We do not have to be Universalists theologically to be able to hold public office nor to be good citizens in the Green Mountain State or in the United States of America. I believe that the founders of [Old First Church in Bennington, VT] would have been shocked at your statements, as they were leaving a government that told them what they could and could not believe. We have reverted back to a government that has a religious test, but rather than church membership allowing entrance into government office, it is now philosophical membership in secularism that holds the keys. Continue reading “Confession 2017 — Bernie Sanders’ Christophobia | The American Spectator”

Incense – The Morning Offering

Source: Incense – The Morning Offering

From Old Testament times believers have burned incense as an offering when worshiping God… Ancient pagan kings were often escorted with large fans of peacock feathers and burning incense when entering their palaces. Early Christians took both these symbols for their worship in recognition of Christ as their Sovereign King and Lord.

St. Bede’s does not currently have a location where we can use incense! But if or when, God willing, we do, I hope and plan to use it at least for high feasts!

“Let my prayer be set forth in thy sight as the incense [O Lord]; and let the lifting up of my hands be an evening sacrifice.”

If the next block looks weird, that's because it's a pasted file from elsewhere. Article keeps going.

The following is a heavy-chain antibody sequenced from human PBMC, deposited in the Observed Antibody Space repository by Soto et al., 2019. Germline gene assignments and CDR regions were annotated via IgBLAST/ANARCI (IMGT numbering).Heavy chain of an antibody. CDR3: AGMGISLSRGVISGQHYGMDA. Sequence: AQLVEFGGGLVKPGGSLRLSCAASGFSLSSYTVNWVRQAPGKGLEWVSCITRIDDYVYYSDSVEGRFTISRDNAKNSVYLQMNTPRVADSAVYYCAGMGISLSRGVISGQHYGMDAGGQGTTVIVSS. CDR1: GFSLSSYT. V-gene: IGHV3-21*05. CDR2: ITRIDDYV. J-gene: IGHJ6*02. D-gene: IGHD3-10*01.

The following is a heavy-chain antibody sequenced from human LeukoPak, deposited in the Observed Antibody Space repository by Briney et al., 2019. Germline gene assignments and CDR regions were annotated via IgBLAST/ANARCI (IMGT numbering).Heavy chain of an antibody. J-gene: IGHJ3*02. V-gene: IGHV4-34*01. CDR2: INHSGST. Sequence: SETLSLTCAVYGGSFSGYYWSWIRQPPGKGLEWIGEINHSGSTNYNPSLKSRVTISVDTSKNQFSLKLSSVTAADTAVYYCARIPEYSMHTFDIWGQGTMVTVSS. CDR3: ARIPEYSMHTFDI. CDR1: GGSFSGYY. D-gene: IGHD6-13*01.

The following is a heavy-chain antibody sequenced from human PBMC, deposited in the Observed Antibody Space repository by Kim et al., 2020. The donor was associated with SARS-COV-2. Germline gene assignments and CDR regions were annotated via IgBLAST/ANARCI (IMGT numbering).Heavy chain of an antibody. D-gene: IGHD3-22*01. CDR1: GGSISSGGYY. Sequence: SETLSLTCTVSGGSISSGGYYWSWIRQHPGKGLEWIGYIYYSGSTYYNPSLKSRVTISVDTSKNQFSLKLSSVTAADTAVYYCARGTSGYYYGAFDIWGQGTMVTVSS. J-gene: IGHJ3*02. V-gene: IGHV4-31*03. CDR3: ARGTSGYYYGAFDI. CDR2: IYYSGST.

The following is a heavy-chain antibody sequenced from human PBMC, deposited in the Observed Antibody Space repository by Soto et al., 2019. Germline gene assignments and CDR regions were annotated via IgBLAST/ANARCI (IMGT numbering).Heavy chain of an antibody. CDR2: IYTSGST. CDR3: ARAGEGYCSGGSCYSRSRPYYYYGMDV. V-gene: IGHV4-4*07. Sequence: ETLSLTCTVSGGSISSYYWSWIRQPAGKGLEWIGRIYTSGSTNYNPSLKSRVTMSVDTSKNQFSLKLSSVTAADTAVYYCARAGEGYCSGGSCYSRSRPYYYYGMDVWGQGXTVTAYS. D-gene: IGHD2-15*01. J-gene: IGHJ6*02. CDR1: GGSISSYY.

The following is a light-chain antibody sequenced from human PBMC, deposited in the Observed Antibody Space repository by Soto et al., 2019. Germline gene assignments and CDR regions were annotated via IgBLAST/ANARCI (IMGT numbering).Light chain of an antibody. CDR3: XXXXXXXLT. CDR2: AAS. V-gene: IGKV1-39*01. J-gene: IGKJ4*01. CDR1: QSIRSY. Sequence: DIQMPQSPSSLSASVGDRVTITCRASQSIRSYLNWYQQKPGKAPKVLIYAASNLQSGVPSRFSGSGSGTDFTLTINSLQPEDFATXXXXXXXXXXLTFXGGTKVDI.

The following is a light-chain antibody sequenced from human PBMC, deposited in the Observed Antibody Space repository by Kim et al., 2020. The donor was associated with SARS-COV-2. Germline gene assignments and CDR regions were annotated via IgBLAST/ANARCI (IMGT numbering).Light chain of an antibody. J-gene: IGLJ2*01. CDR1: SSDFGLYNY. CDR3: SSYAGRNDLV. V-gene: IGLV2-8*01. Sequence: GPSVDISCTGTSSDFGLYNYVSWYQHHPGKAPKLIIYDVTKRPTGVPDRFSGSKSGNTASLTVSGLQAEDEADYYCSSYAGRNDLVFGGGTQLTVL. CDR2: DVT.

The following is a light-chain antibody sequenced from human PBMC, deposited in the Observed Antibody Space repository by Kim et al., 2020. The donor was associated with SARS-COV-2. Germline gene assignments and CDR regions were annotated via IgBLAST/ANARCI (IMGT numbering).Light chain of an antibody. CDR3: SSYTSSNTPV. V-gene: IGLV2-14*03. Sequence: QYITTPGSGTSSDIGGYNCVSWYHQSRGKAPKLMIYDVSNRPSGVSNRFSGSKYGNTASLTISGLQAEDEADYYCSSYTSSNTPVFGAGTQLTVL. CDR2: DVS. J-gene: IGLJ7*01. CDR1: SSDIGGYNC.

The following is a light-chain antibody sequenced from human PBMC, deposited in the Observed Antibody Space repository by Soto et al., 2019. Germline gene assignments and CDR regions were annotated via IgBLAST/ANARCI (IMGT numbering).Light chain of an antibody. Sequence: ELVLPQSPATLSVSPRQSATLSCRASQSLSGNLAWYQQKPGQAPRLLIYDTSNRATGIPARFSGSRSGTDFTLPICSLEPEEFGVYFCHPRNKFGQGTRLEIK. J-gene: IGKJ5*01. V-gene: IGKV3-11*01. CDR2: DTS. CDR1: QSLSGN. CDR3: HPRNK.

~ Psalm 141:2 (Coverdale Psalter, as found in The Book of Common Prayer 1928)

Trinity Sunday

sbHoly Trinity in images - stained glass - small

Good morning, all, and happy Sunday! Wishing my Christian friends a holy and blessed Trinity Sunday: the only Feast in the Christian Year which is devoted to a doctrine, thus pointing to the importance of this doctrine – the doctrine of the Holy Trinity, one God in three Persons – to the Faith itself.

Why is it so important? Because it protects two of the key insights of the Christian faith: that God is One – Christianity is not tritheism; the Father, Son, and Holy Spirit are not three gods – and yet, at the same time, God is relational – not just with regard to His Creation, but in His very nature. And of course, it explains how, without tritheism, Christ can be God, as the Prologue to the Gospel of St. John (“… and the Word was with God, and the Word was God…”) and many of Jesus’ own sayings, recorded in the Gospels, assert.

Indeed, the great battle in the Christian Church has always been the precise identity and nature of Christ Himself. Is He merely a gifted and inspired human teacher and prophet, or is He in fact God? And if so, how is it that He is Divine? Was He created by God, adopted by God, or is He actually Divine in and of Himself? This was a major struggle in the 4th century – between the Arians (disciples of a presbyter named Arius) and the orthodox, catholic Christians, led by St. Athanasius – and it remains a struggle to this day.

Many today, Christians as well as non-Christians, believe Jesus of Nazareth, called the Christ – the Messiah, the Anointed One of God – to be the Son of God, if at all, through adoption: that he was a great human religious and moral teacher, perhaps indeed “anointed by God,” but nonetheless human. The problem with this is that, if true – if Christ was only a human teacher, however great – then Christianity is but one human philosophy, one school of thought, among many in the “supermarket of religions.”